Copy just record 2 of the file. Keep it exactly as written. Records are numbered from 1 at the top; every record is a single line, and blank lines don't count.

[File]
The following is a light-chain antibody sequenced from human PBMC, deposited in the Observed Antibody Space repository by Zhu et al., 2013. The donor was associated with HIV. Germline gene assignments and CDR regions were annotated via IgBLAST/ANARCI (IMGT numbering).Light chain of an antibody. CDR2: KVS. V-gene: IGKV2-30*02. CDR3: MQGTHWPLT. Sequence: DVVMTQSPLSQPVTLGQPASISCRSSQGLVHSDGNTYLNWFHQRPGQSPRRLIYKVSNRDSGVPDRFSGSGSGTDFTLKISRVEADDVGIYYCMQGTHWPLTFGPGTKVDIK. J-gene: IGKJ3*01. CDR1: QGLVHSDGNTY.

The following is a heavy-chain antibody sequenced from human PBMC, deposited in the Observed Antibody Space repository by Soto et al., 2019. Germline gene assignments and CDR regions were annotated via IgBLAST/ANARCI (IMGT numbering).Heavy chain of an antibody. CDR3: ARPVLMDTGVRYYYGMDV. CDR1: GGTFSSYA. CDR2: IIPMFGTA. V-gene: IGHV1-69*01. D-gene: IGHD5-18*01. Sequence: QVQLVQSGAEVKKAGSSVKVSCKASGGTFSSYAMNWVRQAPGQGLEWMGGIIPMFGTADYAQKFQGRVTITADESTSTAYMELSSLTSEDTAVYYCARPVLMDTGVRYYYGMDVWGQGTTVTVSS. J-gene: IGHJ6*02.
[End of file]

The following is a heavy-chain antibody sequenced from human PBMC, deposited in the Observed Antibody Space repository by Soto et al., 2019. Germline gene assignments and CDR regions were annotated via IgBLAST/ANARCI (IMGT numbering).Heavy chain of an antibody. CDR3: ARPVLMDTGVRYYYGMDV. CDR1: GGTFSSYA. CDR2: IIPMFGTA. V-gene: IGHV1-69*01. D-gene: IGHD5-18*01. Sequence: QVQLVQSGAEVKKAGSSVKVSCKASGGTFSSYAMNWVRQAPGQGLEWMGGIIPMFGTADYAQKFQGRVTITADESTSTAYMELSSLTSEDTAVYYCARPVLMDTGVRYYYGMDVWGQGTTVTVSS. J-gene: IGHJ6*02.